Sea level rise could make plants bigger—then it may kill them
Larger plants may be the first sign sea levels are rising in the Everglades, according to an FIU study.
Beneath the surface, however, the roots of these now larger, moderately salt-tolerant plants like sawgrasses will begin to wither and die if the water gets too salty. If there's no time for mangroves or other plants to take hold, the soil could be lost. More saltwater could rush in over time.
To slow this effect, more freshwater should be released into the Everglades, according to the two-year study.
"There is a lot that can be done," said lead author Ben Wilson, of the Southeast Environmental Research Center. "We've been making progress to bring more freshwater to the Everglades by putting parts of Tamiami Trail on bridges and building a new reservoir to store and then send clean water south. We need more measures like these that can improve freshwater flow from north to south. It's what's pushing back the saltwater."
Healthier-looking plants might offer the first clue that sea level rise is affecting the freshwater Everglades. That's because as salt water interacts with the limestone bedrock of the Everglades, it releases phosphorus – a nutrient that helps plants grow.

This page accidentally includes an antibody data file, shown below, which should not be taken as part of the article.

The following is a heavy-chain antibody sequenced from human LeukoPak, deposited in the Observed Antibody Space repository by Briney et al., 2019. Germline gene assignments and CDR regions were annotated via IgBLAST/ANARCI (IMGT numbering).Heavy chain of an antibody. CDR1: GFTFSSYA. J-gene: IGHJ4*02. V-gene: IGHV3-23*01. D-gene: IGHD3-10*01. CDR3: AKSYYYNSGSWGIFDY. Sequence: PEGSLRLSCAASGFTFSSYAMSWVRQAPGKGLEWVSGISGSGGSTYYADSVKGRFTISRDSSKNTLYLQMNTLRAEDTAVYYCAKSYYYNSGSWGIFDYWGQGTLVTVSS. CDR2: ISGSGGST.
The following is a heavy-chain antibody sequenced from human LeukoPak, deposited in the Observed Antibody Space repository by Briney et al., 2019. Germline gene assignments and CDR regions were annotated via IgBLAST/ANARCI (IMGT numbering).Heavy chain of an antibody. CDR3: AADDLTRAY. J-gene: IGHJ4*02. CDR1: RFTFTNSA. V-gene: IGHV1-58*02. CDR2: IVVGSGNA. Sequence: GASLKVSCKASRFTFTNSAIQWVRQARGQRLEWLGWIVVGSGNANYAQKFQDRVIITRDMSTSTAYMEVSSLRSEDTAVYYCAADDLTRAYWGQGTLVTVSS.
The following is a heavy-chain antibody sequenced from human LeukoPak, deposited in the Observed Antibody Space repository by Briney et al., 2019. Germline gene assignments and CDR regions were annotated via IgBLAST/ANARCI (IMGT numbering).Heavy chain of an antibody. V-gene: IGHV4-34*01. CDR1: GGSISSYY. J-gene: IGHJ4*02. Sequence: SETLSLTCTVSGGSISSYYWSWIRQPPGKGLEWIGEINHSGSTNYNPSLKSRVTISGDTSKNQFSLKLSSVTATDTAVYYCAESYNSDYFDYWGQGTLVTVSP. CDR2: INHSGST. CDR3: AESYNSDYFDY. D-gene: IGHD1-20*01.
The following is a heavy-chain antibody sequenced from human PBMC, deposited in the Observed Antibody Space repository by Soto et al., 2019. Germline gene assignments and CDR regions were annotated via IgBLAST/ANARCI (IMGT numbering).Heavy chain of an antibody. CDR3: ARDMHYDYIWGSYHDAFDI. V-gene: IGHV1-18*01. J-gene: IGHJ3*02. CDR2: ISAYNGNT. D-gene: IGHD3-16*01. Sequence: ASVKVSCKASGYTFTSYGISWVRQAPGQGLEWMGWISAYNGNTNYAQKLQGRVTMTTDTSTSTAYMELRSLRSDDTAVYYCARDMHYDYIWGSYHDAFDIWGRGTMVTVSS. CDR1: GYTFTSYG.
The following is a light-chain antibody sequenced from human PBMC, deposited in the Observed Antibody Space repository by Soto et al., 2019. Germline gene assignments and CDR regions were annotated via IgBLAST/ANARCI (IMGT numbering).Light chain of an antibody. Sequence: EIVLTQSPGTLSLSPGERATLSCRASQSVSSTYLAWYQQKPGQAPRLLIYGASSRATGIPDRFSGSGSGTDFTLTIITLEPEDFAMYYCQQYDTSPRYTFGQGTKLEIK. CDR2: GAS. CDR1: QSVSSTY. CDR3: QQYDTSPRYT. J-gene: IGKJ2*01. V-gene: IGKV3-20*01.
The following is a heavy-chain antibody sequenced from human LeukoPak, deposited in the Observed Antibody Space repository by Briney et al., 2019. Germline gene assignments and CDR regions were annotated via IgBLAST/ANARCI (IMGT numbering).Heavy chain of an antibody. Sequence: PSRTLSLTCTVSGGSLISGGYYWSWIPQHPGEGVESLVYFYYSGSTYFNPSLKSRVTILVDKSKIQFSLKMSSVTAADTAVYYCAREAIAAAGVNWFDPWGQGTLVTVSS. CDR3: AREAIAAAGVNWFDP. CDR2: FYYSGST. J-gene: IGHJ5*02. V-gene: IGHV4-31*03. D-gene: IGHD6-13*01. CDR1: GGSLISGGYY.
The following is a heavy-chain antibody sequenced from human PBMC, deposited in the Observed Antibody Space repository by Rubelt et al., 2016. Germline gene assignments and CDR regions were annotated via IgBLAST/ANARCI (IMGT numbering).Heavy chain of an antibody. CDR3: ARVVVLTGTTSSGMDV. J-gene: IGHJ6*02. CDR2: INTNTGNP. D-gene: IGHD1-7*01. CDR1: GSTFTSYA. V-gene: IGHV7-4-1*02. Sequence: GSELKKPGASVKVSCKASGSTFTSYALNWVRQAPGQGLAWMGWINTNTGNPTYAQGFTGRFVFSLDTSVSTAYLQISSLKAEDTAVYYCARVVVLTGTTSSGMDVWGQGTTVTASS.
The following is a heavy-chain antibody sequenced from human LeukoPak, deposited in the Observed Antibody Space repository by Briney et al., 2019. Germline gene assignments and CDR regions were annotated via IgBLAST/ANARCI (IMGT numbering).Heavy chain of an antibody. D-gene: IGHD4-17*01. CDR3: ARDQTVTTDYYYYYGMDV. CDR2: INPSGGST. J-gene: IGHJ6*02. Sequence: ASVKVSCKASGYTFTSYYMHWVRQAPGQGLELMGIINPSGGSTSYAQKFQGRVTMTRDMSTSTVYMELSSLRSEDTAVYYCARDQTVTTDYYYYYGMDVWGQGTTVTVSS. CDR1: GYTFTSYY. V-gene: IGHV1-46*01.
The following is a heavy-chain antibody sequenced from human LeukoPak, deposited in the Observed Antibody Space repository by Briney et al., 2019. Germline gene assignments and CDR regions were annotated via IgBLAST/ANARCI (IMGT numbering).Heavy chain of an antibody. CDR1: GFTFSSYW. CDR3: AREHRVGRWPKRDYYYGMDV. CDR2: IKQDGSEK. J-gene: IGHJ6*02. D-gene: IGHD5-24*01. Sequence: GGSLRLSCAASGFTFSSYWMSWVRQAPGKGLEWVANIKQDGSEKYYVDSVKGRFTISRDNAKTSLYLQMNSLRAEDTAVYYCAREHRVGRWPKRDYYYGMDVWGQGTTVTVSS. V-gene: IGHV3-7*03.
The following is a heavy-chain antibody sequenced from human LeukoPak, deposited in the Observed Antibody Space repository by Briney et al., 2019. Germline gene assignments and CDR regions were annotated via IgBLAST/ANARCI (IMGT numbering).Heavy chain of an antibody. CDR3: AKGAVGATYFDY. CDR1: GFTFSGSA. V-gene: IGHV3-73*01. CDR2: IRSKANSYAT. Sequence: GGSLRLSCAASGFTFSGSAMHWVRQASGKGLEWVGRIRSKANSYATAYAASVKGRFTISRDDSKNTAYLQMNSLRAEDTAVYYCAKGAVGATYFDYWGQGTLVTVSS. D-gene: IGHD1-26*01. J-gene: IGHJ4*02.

"We want to provide awareness and time to allow decision makers to understand why it's important to restore freshwater flow to the Everglades," Wilson said.
FIU College of Arts, Sciences & Education researchers Shelby Servais, Sean Charles, Viviana Mazzei, Evelyn Gaiser, John Kominoski, Jennifer Richards and Tiffany Troxler were co-authors of the study, which was published recently in the journal Ecology.
The research is part of the Florida Coastal Everglades Long Term Ecological Research Program (FCE-LTER). Housed at FIU and funded by the National Science Foundation, the FCE-LTER Program studies how water, climate and people interact to impact the Everglades.
"This study shows that the effects of sea level rise on coastal wetlands are complex, and that long-term observations are needed to understand how these ecosystems are changing," says David Garrison, a National Science Foundation Long-Term Ecological Research program director.
Next, the researchers will study which portions of the Everglades are the most vulnerable to soil collapse from saltwater intrusion.
More information: Benjamin J. Wilson et al. Phosphorus alleviation of salinity stress: effects of saltwater intrusion on an Everglades freshwater peat marsh, Ecology (2019). DOI: 10.1002/ecy.2672
Journal information: Ecology
Provided by Florida International University